Goodbye Omelas

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When we took Shakespeare’s “Measure for Measure” into a maximum security woman’s prison on the West Side… there’s a scene there where a young woman is told by a very powerful official that “If you sleep with me, I will pardon your brother. And if you don’t sleep with me, I’ll execute him.” And he leaves the stage. And this character, Isabel, turned out to the audience and said: “To whom should I complain?” And a woman in the audience shouted: “The Police!” And then she looked right at that woman and said: “If I did relate this, who would believe me?” And the woman answered back, “No one, girl.” And it was astonishing because not only was it an amazing sense of connection between the audience and the actress, but you also realized that this was a kind of an historical lesson in theater reception. That’s what must have happened at The Globe. These soliloquies were not simply monologues that people spoke, they were call and response to the audience. And you realized that vibrancy, that that sense of connectedness is not only what makes theater great in prisons, it’s what makes theater great, period.
Oskar Eustis on ArtBeat Nation (he told the same story on Charlie Rose)

(Source: neverwasastoryofmorewhoa, via knitmeapony)

Filed under Shakespeare Measure for Measure Theatre

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Years and years ago, there was a production of The Tempest, out of doors, at an Oxford college on a lawn, which was the stage, and the lawn went back towards the lake in the grounds of the college, and the play began in natural light. But as it developed, and as it became time for Ariel to say his farewell to the world of The Tempest, the evening had started to close in and there was some artificial lighting coming on. And as Ariel uttered his last speech, he turned and he ran across the grass, and he got to the edge of the lake and he just kept running across the top of the water — the producer having thoughtfully provided a kind of walkway an inch beneath the water. And you could see and you could hear the plish, plash as he ran away from you across the top of the lake, until the gloom enveloped him and he disappeared from your view.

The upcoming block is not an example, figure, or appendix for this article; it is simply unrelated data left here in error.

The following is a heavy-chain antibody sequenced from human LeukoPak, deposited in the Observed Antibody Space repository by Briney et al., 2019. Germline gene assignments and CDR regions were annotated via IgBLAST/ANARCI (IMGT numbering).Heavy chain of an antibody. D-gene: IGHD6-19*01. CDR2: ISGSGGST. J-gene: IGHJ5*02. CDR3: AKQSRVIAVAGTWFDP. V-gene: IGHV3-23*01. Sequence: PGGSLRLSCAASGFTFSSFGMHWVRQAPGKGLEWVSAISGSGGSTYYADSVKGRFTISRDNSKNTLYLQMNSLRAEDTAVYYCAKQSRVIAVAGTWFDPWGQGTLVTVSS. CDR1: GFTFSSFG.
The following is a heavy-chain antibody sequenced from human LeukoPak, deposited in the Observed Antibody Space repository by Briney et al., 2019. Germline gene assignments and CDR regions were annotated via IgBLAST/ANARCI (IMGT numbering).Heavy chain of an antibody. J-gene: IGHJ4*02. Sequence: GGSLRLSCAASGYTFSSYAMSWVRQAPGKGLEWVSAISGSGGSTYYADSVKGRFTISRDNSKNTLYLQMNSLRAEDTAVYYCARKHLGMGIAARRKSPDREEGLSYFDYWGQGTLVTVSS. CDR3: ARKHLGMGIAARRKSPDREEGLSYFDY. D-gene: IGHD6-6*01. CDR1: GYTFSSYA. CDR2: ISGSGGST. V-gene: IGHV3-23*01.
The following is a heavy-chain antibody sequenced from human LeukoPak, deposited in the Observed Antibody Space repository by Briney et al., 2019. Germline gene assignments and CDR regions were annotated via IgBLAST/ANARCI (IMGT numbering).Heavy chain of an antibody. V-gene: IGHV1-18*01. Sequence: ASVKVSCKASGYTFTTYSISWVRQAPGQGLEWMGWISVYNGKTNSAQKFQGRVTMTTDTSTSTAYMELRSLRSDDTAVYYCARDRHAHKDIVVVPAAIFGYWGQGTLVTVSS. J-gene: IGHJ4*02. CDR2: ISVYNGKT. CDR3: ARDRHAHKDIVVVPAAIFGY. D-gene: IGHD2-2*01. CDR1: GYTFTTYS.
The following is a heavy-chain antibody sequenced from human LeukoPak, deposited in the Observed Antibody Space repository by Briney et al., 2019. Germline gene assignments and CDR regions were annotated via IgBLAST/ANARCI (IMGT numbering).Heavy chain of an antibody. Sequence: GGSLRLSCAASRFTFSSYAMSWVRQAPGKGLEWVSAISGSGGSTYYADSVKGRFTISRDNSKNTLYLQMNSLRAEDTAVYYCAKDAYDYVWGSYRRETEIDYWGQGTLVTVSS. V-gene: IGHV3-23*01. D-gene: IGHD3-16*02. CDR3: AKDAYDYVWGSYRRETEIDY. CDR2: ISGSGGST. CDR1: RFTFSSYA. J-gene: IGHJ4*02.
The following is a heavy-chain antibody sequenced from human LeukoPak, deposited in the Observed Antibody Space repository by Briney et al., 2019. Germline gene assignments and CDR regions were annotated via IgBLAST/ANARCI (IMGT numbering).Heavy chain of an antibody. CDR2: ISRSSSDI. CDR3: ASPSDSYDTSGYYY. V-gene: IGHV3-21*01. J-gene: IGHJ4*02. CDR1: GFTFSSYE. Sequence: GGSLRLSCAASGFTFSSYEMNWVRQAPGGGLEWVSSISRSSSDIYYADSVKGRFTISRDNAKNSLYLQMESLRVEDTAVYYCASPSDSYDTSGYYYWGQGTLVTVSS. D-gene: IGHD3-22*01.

And as he did so, from the further shore, a firework rocket was ignited, and it went whoosh into the air, and high up there it burst into lots of sparks, and all the sparks went out, and he had gone.

When you look up the stage directions, it says, ‘Exit Ariel.’

Tom Stoppard, University of Pennsylvania, 1996 (via flameintobeing)

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Filed under and that kids is why live theatre will never go away Theatre Shakespeare The Tempest

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It’s on theatrical production at the modern Globe theater, and it’s just so fucking beautiful, the way they incorporate the audience and the open-roof environment in the productions.  There’s this one anecdote about a pigeon landing on the stage during a production of Macbeth right after Lady Macbeth died, and the actor playing Macbeth didn’t ignore it- he directed the “Out, out, brief candle” speech towards it as a meditation on the ridiculousness of life. I read that and just started crying because, goddamn, isn’t theatre unpredictable and beautiful and amazing?

Filed under Theatre Shakespeare Acting Macbeth

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Why, this is hell, nor am I out of it.
Think’st thou that I, who saw the face of God
And tasted the eternal joys of heaven,
Am not tormented with ten thousand hells
In being deprived of everlasting bliss?

I don’t know what this is, but I want all of it.

It’s from the Globe’s production of Doctor Faustus, with Arthur Darvill as Mephistopheles. And you can get it! It’s available on DVD and apparently also on Amazon Instant Video. It’s definitely worth it — the acting is terrific and the staging is utterly amazing.

Reblogging now that there are details attached, as well as information about how to see it for oneself.  I cannot get over the brilliance of these costumes.

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Filed under Theatre Doctor Faustus Christopher Marlowe